Structural change


Industrial mines generate local structural shifts. Subsistence farming becomes less important for both men and women. Moreover, men shift to skilled manual labour, and women shift to service sector jobs. This contradicts the hypothesis formulated by Ross (2009) that natural resource extraction is detrimental to women by failing to provide them with new job opportunities. However, in support of the hypothesis, women’s labour market participation decreases, and it decreases more than that of men. The decrease in labour force participation is highly gendered: work participation for women decreases by 5.4 percentage points with mine opening, whereas the corresponding effect for men is a decrease of 3.2 percentage points but from a much higher mean value. A back-of-the-envelope calculation produces the estimate that 90,000 women across Africa benefit from service sector jobs as a direct result of industrial mining in their communities, but at the same time 280,000 women leave the labour force.

When a mine opens, labour shifts dramatically away from agriculture which accounts for most of the drop in labour force participation. A new mine can change the local agricultural landscape through several channels: competition over land use; expropriation and changes in land prices because of the industry's land-intensive character; decreased yield because of pollution; intra-household reallocation of labour including substitution effects; and changes in demand for agricultural goods.
The drop in agricultural activities is partly offset by increased employment in other sectors. Women who previously worked in agriculture may gain work in the service sector. The effect on services is substantial; it is estimated at a more than 50% increase from the sample mean. Importantly, there are additional benefits to these new jobs: women are more likely to earn cash for work, instead of not being paid or earning in kind, and they have more opportunities to work all year around or occasionally, instead of only working during the agricultural high season.



Figure 2: A woman working next to a mine in Tanzania carrying produce to sell at the market, in July 2013. (Image: Author’s own)

One fear often expressed is that the service sector jobs that women take up are largely jobs in prostitution rather than in restaurants, bars, transportation, hairdressing, and so on. However, we explored changes in lifetime number of sexual partners, and we found no effects on women’s total number of sexual partners. These results are in line with previous results exploring sexual risk taking behavior in Zambia during the copper boom, where an increase in the copper price in fact reduced risk-taking behaviour among young girls (Wilson, 2012). More cash earning opportunities can decrease young girls’ and women’s financial dependence on men, and thus decrease the prevalence of transactional sex. However, sex work may be concentrated in subpopulations that are less likely to be sampled in household surveys, such as temporary migrant workers. If so, our study will not be able to fully capture the size of the transactional sex market.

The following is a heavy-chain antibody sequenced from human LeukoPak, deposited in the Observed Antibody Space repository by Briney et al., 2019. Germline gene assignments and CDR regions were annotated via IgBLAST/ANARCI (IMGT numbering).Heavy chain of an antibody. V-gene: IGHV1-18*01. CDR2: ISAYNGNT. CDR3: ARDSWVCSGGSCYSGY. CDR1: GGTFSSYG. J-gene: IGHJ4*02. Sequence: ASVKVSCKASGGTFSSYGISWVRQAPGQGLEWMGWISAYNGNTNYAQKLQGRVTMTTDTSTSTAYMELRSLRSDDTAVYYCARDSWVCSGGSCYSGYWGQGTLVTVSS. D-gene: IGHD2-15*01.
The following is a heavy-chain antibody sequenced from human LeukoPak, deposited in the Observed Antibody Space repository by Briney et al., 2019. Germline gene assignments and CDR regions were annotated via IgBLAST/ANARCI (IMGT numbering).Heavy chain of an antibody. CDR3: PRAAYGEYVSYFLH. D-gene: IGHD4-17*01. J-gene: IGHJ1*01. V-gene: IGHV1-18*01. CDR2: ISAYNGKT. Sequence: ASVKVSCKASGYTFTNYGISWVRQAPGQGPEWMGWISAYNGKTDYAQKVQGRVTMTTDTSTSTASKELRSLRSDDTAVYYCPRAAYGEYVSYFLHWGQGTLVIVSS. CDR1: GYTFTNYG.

As we have seen, both women and men shift to new, but different sectors with the opening of a mine. One notable difference is that men can find jobs directly within the mining sector. Our analysis confirms that only a negligible fraction of women engage in large-scale mining activities, whereas local men are significantly more likely to work in mining. In several African countries it is rare for women to go underground because of the heavy nature of the work or due to taboos and stigmas. However, it is not universally true that women do not work in mining: women play an important role in small-scale mining, where they often grind and sieve the ore, but this is beyond the scope of the present study.

The labour market results stand up to a wide battery of robustness checks, such as the use of different definitions of the control group and excluding people who have migrated to their current place of residence. Further evidence using exogenous changes in world prices of minerals shows that the effects are stronger in boom times, and that the labour market effects are temporary and disappear when mines close as the newly stimulated sectors, services and demand for manual labour contract again. The effects are highly spatially concentrated: Individuals living 50km away from a mine are not affected by it.

Female empowerment and child health


To better understand the welfare implications for women, I have explored effects on women’s empowerment in a related but independent paper focusing on the subset of gold mines, “Local Industrial Shocks, Female Empowerment and Infant Mortality: Evidence from Africa’s Gold Mining Industry”. As a result of a mine opening, women in local communities gain some more control over resources and have better access to health care. Interestingly, these women are also less likely to tolerate domestic violence. I subsequently explored effects on infant health. The empirical estimation shows that infant mortality, especially for girls, decreases in these communities. While this is a preliminary finding, it is an important one: infant mortality remains high in many sub-Saharan countries despite recent achievements and despite the strategic focus placed on the issue by the Millennium Development Goals. The research shows that notwithstanding concerns related to pollution,1 the economic gains from mining when correctly distributed to the local population can empower women and reduce infant mortality.